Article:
Theatre Review: Steel Magnolias

Theatre Review: Steel Magnolias

Robert Harling’s 1987 comedy-drama Steel Magnolias, made famous by Herbert Ross’ 1989 film of the same name, explores the complex yet quotidian lives of six Louisiana women, during their visits to a beauty salon.

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Presented by IpSkip Productions
Reviewed 10th January 2018

They came. They cried. They conquered.

Robert Harling’s 1987 comedy-drama Steel Magnolias, made famous by Herbert Ross’ 1989 film of the same name, explores the complex yet quotidian lives of six Louisiana women, during their visits to a beauty salon.

Despite some minor opening-night jitters, Director Nathan Quadrio’s cast all gave strong performances. Lisa Simonetti was endearing and maternal as the salon’s owner Truvy, demonstrating her playful side with some brilliant one-liners. Casmira Hambledon perfectly balanced Shelby’s youthful optimism with her intense vulnerability, thus establishing a profound connection with the audience, heightened by her later death. Whilst the character of M’Lynn felt underdeveloped in the play’s first act, Cate Rogers’ monologue at the play’s conclusion was stunning, transporting the audience completely into the world of her grief as she struggled to overcome her daughter’s death. The standout for this reviewer, however, was Georgia Broomhall, who perfectly captured the eccentric and religious Annelle, as the character attempts to find her feet in a new town. Rose Vallen as the stubborn Ouiser and Julie Quick as the well-to-do Clairee rounded out this powerhouse female cast.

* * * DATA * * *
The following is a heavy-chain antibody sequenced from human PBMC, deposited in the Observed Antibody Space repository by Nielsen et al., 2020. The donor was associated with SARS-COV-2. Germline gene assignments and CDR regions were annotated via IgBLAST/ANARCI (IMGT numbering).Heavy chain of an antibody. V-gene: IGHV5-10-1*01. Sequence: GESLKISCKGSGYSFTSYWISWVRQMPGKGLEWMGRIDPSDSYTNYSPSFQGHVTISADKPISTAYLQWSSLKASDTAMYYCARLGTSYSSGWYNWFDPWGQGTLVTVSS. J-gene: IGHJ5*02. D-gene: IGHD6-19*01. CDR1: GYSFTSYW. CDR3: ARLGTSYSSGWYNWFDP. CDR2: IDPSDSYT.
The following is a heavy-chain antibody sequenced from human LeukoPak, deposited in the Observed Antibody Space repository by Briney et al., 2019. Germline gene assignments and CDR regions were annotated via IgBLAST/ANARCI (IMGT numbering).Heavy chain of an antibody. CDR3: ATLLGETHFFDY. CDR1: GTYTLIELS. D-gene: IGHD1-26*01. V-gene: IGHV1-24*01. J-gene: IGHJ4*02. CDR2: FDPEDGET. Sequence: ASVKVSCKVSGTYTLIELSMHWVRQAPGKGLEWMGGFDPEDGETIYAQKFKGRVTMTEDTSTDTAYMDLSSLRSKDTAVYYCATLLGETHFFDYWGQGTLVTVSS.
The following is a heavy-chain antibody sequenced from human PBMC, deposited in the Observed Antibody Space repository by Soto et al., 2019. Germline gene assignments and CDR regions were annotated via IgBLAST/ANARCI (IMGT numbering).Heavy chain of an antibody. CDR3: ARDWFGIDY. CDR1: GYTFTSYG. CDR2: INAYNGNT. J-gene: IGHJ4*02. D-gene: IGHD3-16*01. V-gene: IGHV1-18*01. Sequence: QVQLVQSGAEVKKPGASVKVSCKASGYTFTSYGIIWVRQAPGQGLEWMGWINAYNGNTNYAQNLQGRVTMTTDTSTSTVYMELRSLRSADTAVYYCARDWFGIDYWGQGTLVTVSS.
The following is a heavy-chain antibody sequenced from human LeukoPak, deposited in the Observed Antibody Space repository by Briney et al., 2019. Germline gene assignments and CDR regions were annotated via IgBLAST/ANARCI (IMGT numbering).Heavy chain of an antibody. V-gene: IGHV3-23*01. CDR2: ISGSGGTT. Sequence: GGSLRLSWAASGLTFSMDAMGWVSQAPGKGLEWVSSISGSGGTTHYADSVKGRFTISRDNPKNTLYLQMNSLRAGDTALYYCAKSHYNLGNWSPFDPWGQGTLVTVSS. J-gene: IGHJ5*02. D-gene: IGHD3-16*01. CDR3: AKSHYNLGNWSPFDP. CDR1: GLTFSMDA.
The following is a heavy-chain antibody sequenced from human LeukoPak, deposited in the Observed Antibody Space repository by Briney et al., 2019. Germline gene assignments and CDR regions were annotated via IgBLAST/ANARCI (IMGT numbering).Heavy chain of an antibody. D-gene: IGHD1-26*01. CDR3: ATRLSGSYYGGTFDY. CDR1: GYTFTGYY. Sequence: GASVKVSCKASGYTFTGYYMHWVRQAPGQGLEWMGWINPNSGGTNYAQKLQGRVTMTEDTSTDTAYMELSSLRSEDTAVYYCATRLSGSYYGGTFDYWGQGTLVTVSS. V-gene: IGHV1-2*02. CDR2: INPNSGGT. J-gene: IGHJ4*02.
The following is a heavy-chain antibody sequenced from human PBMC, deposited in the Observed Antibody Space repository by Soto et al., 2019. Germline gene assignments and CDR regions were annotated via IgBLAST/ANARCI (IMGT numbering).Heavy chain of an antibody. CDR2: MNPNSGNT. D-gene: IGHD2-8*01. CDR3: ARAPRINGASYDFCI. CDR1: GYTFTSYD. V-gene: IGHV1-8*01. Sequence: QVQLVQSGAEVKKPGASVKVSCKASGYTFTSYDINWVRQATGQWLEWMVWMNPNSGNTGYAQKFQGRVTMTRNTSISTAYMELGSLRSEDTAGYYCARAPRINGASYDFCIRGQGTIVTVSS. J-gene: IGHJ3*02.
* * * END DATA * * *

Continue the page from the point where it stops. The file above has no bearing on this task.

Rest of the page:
The set, designed by Quadrio and constructed by Matthew Plummer, was simple yet effective, and teemed with accessories fitting of a beauty salon. Although Tim Bates’ lighting design was evocative and suitably naturalistic, the sound effects were less convincing.

Central to this piece is the celebration of women, and the close connection that binds them as friends and allies and traverses the boundaries of age, background, status and religion. This is evident in the celebration of the varied events from the pre-wedding preparations to the ultimate tradegy of Shelby’s premature demise. Such was the quality of the acting, for the males in the audience, it feels like an exclusive club that one would like to be included in, but will never be able to.

The main downside to this production was its short season; this was great community theatre.

Reviewed by Ben Francis

Venue:  The Bakehouse Theatre
Season:  10th-13th January 2018
Duration:  2 hours plus interval
Tickets:  Season ended.
Bookings:  Season ended.

 

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